Other member states of the EU and New Zealand also participated in the joint demarche.
According to BBC News, Japan says it has taken the court's decision into consideration – and maintains that it will only resume whaling in the Southern Ocean for "scientific" purposes.
But Australia, which won its case against Japan at the International Court of Justice in 2014, has restated its opposition to the move, with the country's environment minister Greg Hunt saying: "We do not accept in any way, shape or form the concept of killing whales for so-called 'scientific research'."
As previously reported on Afloat.ie, Irish marine research was cited by an expert panel at the International Whaling Committee that struck down Japan's 'scientific whaling' plan for lacking detail to determine how many minke whales would be hunted and for what exact purpose.
BBC News has more on the story HERE.
#MarineWildlife - A research paper produced in a joint project by the Irish Whale and Dolphin Group (IWDG) and the Galway-Mayo Institute of Technology (GMIT) was cited by an expert panel that has struck down Japan's plans to resume whaling in the Southern Ocean.
As the Guardian reports, the International Whaling Committee (IWC) panel said Japan's revised programme did to have enough detail to determine whether it needed to hunt whales in order to, as per its reasons, measure population sizes ahead of any return to commercial whaling, or gain "a better understanding of the Antarctic marine ecosystem".
"The current proposal does not demonstrate the need for lethal sampling to achieve those objectives," said the IWC experts' report.
The IWDG-GMIT paper lead authored by Dr Conor Ryan and published in Marine Ecology Progress Series in 2013, which details the collection of relevant data from live biopsy tissue samples, was cited by the experts as evidence contrary to Japan's assertions.
Japan was forced to revise its whaling programme in the face of controversy last year after the International Court of Justice ruled it was not whaling for scientific research purposes.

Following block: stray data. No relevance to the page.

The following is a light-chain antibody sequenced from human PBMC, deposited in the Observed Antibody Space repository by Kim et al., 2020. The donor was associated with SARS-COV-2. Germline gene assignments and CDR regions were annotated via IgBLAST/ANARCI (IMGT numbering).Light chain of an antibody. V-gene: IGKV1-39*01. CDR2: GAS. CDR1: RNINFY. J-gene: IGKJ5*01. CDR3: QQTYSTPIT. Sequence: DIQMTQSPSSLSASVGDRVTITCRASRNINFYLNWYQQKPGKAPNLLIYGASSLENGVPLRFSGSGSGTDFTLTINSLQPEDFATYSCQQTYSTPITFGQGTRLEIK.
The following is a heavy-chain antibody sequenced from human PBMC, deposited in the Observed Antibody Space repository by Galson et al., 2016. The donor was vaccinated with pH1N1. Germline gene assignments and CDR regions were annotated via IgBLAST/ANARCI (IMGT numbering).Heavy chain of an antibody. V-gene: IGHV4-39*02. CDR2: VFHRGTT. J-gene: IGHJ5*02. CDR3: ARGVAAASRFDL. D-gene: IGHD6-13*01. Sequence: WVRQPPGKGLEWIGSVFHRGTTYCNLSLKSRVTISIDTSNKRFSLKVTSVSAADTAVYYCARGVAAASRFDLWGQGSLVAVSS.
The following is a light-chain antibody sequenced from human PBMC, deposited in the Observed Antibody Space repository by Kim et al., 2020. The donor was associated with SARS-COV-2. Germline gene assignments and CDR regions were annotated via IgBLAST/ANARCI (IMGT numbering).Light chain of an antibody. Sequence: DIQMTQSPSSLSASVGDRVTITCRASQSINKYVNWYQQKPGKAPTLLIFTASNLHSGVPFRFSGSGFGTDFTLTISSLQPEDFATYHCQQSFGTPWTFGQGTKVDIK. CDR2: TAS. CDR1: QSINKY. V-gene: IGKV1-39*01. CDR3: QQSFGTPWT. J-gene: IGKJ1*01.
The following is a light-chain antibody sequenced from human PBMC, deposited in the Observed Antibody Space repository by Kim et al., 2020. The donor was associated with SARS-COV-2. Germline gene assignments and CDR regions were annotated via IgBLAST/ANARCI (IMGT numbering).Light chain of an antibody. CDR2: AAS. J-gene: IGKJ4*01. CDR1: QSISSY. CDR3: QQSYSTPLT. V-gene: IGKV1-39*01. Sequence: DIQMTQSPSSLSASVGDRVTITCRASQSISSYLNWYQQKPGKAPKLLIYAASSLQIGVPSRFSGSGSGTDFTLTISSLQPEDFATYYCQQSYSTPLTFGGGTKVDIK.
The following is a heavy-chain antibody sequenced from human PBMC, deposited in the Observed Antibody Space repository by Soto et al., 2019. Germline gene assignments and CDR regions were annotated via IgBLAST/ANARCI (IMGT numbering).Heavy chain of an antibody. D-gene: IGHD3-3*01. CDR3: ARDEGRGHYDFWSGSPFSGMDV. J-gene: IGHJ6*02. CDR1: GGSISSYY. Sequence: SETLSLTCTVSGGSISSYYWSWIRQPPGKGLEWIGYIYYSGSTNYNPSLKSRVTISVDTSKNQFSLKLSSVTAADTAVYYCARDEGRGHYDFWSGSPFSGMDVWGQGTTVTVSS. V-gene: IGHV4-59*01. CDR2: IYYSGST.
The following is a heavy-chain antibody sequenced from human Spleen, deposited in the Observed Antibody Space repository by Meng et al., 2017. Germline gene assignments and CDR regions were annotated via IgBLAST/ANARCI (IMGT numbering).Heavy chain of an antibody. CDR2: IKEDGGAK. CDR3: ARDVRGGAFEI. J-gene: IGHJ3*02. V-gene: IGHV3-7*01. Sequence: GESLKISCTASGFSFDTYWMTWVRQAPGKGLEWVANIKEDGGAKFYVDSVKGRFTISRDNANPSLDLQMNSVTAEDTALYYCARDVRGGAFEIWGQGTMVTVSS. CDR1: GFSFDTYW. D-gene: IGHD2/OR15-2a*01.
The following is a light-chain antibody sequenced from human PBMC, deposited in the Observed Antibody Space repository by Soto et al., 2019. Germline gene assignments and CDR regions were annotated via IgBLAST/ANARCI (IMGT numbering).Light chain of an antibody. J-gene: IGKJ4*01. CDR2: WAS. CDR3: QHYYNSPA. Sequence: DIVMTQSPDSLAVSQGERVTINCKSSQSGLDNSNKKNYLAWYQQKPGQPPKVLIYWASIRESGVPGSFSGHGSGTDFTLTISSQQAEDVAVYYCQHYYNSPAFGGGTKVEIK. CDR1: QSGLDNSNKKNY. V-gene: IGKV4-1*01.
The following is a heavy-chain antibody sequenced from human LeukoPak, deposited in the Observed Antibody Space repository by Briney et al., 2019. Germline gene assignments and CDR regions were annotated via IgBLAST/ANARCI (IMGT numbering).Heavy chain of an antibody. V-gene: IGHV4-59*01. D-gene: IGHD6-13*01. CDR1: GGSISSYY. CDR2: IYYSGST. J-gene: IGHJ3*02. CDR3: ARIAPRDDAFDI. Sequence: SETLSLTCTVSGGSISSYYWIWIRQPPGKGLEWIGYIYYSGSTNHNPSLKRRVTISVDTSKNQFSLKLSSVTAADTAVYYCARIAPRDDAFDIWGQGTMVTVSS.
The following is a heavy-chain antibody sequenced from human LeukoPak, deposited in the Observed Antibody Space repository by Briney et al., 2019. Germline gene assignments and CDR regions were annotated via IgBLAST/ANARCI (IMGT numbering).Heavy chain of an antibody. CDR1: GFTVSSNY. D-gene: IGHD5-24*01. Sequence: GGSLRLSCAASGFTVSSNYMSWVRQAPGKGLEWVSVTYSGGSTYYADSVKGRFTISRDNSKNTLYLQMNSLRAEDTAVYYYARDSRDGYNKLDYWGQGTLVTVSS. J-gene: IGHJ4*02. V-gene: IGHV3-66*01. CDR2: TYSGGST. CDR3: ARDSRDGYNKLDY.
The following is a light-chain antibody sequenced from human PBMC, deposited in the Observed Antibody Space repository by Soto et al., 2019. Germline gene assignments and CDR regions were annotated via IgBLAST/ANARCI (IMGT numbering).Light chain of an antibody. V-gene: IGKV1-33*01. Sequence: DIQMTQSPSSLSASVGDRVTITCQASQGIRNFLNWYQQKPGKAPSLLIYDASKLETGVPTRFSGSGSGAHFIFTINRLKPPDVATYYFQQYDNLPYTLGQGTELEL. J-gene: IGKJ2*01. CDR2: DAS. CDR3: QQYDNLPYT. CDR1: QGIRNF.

The IWDG says that the IWC's report "endorses the internationally significant work being carried out in Ireland and shows how this information can be used to inform important management decisions such as that offered by the IWC Expert Panel."
Other recent research work conducted by the IWDG includes a visual and acoustic survey of cetaceans during the annual Marine Institute bus whiting survey, and a review of the National Parks and Wildlife Service's National Cetacean Protection Strategy.
#MarineWildlife - An upcoming research cruise by the Irish Whale and Dolphin Group (IWDG) is set to follow the path of a famous whaling voyage embarked on by an Irish Times journalist more than 100 years ago.
The paper reports on the pending mission by the marine wildlife charity's Celtic Mist research vessel that will retrace the movements of Crawford Hartnell from the site of what was then a Norwegian whaling station in the Inishkea Islands off the Mullet Peninsula in Mayo to a point 160km west where Hartnell report the harpooning of two whales.
Hartnell's accounts of his whaling adventure are remembered today for their blood-soaked vividness - but the IWDG's advances are altogether more friendly.
Rather than harpoon their quarry, the researchers on board the Celtic Mist will be on the lookout for baleen and beaked whales to count - and will also be teaching IWDG members how to identify species, how to carry out sea-bound surveys and how to use hydrophones to identify cetaceans by the sounds they make beneath the waves.
The Irish Times has much more on the story HERE.